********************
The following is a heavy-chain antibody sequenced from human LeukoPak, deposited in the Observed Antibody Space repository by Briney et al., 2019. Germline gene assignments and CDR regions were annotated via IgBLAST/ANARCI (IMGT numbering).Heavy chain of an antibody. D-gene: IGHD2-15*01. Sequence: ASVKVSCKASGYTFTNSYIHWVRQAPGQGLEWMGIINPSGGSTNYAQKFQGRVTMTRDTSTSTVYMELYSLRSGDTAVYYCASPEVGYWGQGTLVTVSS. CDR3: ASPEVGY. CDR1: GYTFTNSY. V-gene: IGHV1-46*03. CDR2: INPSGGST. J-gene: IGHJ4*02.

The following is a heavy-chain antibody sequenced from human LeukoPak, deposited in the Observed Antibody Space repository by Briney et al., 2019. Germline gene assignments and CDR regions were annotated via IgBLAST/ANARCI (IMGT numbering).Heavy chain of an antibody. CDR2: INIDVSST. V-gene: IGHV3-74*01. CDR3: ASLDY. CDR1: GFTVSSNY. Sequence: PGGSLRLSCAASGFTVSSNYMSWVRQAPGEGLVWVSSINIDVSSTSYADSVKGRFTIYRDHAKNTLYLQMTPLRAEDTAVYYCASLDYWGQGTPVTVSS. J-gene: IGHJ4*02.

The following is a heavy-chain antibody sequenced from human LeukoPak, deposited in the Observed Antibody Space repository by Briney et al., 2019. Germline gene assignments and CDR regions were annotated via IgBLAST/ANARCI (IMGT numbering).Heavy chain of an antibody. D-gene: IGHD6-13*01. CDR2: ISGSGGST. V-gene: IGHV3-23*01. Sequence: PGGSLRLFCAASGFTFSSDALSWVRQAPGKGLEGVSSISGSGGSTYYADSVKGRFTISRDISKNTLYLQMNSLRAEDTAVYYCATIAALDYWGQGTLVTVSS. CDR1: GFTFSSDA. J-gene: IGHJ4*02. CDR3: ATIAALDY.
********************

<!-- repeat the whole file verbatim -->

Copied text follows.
The following is a heavy-chain antibody sequenced from human LeukoPak, deposited in the Observed Antibody Space repository by Briney et al., 2019. Germline gene assignments and CDR regions were annotated via IgBLAST/ANARCI (IMGT numbering).Heavy chain of an antibody. D-gene: IGHD2-15*01. Sequence: ASVKVSCKASGYTFTNSYIHWVRQAPGQGLEWMGIINPSGGSTNYAQKFQGRVTMTRDTSTSTVYMELYSLRSGDTAVYYCASPEVGYWGQGTLVTVSS. CDR3: ASPEVGY. CDR1: GYTFTNSY. V-gene: IGHV1-46*03. CDR2: INPSGGST. J-gene: IGHJ4*02.

The following is a heavy-chain antibody sequenced from human LeukoPak, deposited in the Observed Antibody Space repository by Briney et al., 2019. Germline gene assignments and CDR regions were annotated via IgBLAST/ANARCI (IMGT numbering).Heavy chain of an antibody. CDR2: INIDVSST. V-gene: IGHV3-74*01. CDR3: ASLDY. CDR1: GFTVSSNY. Sequence: PGGSLRLSCAASGFTVSSNYMSWVRQAPGEGLVWVSSINIDVSSTSYADSVKGRFTIYRDHAKNTLYLQMTPLRAEDTAVYYCASLDYWGQGTPVTVSS. J-gene: IGHJ4*02.

The following is a heavy-chain antibody sequenced from human LeukoPak, deposited in the Observed Antibody Space repository by Briney et al., 2019. Germline gene assignments and CDR regions were annotated via IgBLAST/ANARCI (IMGT numbering).Heavy chain of an antibody. D-gene: IGHD6-13*01. CDR2: ISGSGGST. V-gene: IGHV3-23*01. Sequence: PGGSLRLFCAASGFTFSSDALSWVRQAPGKGLEGVSSISGSGGSTYYADSVKGRFTISRDISKNTLYLQMNSLRAEDTAVYYCATIAALDYWGQGTLVTVSS. CDR1: GFTFSSDA. J-gene: IGHJ4*02. CDR3: ATIAALDY.